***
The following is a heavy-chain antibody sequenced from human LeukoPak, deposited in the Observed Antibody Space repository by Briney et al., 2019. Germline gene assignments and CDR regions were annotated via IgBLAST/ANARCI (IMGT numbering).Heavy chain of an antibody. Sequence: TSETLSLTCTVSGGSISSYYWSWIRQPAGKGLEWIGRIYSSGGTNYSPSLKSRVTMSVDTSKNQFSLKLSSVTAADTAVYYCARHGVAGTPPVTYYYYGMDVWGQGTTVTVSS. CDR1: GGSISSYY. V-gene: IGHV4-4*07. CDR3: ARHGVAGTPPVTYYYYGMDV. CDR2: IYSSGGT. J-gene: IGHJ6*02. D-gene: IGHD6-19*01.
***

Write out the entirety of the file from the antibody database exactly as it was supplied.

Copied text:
The following is a heavy-chain antibody sequenced from human LeukoPak, deposited in the Observed Antibody Space repository by Briney et al., 2019. Germline gene assignments and CDR regions were annotated via IgBLAST/ANARCI (IMGT numbering).Heavy chain of an antibody. Sequence: TSETLSLTCTVSGGSISSYYWSWIRQPAGKGLEWIGRIYSSGGTNYSPSLKSRVTMSVDTSKNQFSLKLSSVTAADTAVYYCARHGVAGTPPVTYYYYGMDVWGQGTTVTVSS. CDR1: GGSISSYY. V-gene: IGHV4-4*07. CDR3: ARHGVAGTPPVTYYYYGMDV. CDR2: IYSSGGT. J-gene: IGHJ6*02. D-gene: IGHD6-19*01.